As the expiration of Kevin Stefanski's contract meant he was free to talk to other teams Tuesday, the Vikings interim offensive coordinator remained a candidate for one of the NFL's more intriguing head coaching jobs.

League sources told the Star Tribune that Stefanski was headed to Cleveland for a second interview for the Browns' head coaching position, as the 36-year-old emerged as one of the finalists. Sources said the Browns already had asked Stefanski who he would include on his coaching staff, should he get the job and be entrusted with the development of quarterback Baker Mayfield, the 2017 Heisman Trophy winner and the top pick in the 2018 draft.

Stefanski first interviewed for the Browns job on Thursday, and did well enough to merit a second interview this week. reported that Browns offensive coordinator Freddie Kitchens could be the front-runner for the job, but Stefanski's interview had continued as scheduled Tuesday.

Stefanski, who took over play-calling duties with three weeks left in the season after the team fired John DeFilippo, remains a leading candidate for the Vikings' offensive coordinator job, but after his contract with the Vikings expired Tuesday, a league source said Stefanski planned to consider his other options. In addition to the Browns job, Stefanski could attract interest from other teams. The Browns are one of five AFC teams still looking for a head coach, and after the Packers, Cardinals and Buccaneers hired offensive-minded coaches this week, the flurry of moves could create a handful of offensive coordinator openings around the league.

A source told the Star Tribune on Monday the Vikings were also considering former Buccaneers coach Dirk Koetter, but the Falcons announced Tuesday they had hired Koetter as their offensive coordinator and also selected Mike Mularkey — whose name had come up in reports about the Vikings' coordinator job — as their tight ends coach. If Stefanski accepts a job elsewhere and the Vikings hire their fifth coordinator in four years, they'll have to sell candidates on the merits of the job with coach Mike Zimmer and General Manager Rick Spielman both headed into the final years of their contracts.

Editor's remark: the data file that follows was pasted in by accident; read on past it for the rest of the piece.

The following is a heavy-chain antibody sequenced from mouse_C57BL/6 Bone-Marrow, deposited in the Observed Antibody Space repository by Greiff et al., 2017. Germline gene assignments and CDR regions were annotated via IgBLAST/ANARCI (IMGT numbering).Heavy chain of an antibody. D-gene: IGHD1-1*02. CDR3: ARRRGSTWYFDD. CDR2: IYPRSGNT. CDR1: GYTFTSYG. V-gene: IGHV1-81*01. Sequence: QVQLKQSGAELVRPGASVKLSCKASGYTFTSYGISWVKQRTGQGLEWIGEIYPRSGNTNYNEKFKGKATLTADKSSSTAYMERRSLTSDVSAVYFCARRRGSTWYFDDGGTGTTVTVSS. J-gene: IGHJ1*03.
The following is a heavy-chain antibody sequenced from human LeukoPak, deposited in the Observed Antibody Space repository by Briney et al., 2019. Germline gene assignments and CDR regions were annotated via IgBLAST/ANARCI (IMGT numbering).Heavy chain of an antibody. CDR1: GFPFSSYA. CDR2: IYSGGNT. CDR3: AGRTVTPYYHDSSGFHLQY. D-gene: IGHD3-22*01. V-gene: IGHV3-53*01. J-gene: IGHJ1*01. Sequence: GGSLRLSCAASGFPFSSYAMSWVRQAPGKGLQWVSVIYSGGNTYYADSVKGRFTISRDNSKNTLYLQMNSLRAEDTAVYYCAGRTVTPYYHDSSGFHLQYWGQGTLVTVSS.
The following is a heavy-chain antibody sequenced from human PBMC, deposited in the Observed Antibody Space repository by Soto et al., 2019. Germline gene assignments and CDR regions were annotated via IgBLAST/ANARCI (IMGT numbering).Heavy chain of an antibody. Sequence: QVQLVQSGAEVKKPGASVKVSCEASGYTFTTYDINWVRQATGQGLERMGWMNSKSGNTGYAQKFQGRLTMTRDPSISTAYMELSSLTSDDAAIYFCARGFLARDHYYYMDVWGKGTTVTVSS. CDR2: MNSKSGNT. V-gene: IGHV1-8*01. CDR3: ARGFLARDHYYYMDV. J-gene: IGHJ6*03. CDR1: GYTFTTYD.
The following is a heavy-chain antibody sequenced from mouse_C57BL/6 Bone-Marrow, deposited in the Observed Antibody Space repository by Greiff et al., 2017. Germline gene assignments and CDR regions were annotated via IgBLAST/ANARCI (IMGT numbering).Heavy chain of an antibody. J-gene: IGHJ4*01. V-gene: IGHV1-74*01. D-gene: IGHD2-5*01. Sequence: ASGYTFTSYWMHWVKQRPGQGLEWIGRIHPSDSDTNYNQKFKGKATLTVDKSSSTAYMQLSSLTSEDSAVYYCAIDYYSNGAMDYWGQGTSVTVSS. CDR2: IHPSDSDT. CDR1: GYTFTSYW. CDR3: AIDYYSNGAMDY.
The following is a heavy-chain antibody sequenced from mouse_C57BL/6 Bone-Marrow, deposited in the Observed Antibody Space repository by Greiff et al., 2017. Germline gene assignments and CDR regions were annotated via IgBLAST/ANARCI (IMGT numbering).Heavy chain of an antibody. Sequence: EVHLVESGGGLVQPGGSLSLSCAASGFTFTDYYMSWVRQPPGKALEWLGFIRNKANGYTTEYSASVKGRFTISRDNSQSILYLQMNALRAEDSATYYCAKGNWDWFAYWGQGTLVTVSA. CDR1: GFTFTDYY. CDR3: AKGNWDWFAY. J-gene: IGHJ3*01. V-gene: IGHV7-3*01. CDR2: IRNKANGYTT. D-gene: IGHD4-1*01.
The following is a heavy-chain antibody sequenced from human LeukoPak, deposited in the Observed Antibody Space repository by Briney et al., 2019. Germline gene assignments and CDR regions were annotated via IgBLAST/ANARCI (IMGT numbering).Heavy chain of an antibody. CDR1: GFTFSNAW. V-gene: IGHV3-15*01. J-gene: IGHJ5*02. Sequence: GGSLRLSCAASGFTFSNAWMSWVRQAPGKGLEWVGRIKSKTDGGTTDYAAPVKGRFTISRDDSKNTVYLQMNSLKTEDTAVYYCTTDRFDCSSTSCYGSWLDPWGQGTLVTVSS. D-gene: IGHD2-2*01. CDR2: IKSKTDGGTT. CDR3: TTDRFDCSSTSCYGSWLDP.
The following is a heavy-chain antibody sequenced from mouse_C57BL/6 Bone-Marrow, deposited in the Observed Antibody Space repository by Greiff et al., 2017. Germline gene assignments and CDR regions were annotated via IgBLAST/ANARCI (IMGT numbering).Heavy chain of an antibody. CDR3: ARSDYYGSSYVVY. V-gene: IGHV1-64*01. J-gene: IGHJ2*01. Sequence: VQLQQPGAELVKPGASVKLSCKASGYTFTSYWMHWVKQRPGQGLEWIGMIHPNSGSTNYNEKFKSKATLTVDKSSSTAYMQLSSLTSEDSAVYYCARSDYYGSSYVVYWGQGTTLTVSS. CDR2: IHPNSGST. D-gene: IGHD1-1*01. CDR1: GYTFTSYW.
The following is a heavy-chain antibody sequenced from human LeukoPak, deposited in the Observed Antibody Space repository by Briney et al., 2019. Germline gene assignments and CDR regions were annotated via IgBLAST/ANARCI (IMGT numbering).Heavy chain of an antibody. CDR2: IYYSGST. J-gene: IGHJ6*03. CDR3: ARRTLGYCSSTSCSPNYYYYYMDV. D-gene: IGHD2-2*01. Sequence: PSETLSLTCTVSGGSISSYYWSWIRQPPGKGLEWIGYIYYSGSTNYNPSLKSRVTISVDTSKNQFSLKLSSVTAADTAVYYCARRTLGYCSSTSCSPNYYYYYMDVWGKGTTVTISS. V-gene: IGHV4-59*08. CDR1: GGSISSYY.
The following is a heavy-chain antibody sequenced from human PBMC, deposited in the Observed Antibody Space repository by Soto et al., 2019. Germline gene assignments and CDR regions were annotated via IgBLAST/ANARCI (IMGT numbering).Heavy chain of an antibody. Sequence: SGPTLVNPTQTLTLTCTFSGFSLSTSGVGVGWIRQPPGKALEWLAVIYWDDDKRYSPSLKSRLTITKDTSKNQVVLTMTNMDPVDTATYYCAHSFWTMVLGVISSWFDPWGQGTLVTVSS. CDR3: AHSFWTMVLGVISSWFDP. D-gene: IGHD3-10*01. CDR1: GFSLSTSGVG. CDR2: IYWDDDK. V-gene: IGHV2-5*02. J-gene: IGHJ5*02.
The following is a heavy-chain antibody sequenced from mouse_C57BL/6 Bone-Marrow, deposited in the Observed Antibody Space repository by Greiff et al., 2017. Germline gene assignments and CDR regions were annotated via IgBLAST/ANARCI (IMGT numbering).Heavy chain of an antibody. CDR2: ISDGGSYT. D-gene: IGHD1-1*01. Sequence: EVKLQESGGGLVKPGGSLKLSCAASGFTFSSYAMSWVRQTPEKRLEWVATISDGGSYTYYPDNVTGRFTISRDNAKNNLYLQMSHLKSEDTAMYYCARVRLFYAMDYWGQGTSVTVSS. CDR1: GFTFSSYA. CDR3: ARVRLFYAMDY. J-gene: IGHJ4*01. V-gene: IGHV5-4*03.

Stefanski, who has been with the Vikings since 2006, is the longest-tenured assistant coach on the team's staff. He first interviewed for the Vikings' coordinator position last year, and was thought to be the favorite until the team hired DeFilippo. After doing so, the Vikings blocked Stefanski from joining Pat Shurmur in New York and becoming the Giants' offensive coordinator, keeping him as their quarterbacks coach before promoting him in the wake of DeFilippo's dismissal Dec. 11.

The Vikings ran for 220 yards in a 41-17 victory over the Dolphins in Stefanski's first game as a play-caller, but got off to slow starts in a 27-9 Dec. 23 win in Detroit and a 24-10 Dec. 30 loss to the Bears that cost them a playoff spot. In his postseason news conference Jan. 3, Zimmer praised the job Stefanski had done in DeFilippo's stead.

"I thought he did a good job for the three weeks that we were in a tough situation that we had to do," Zimmer said. "It's fair to the organization, to myself, to the fans, that we look at everybody."

The status of special teams coordinator Mike Priefer, whose contract was also set to expire Tuesday, remained unknown.

While Zimmer sorts out the openings on his coaching staff, his son will get a chance to work with some of the top draft prospects in the 2019 class. The NFL announced Tuesday that Vikings linebackers coach Adam Zimmer will lead the West team in the East-West Shrine Game in St. Petersburg, Fla., on Jan. 19.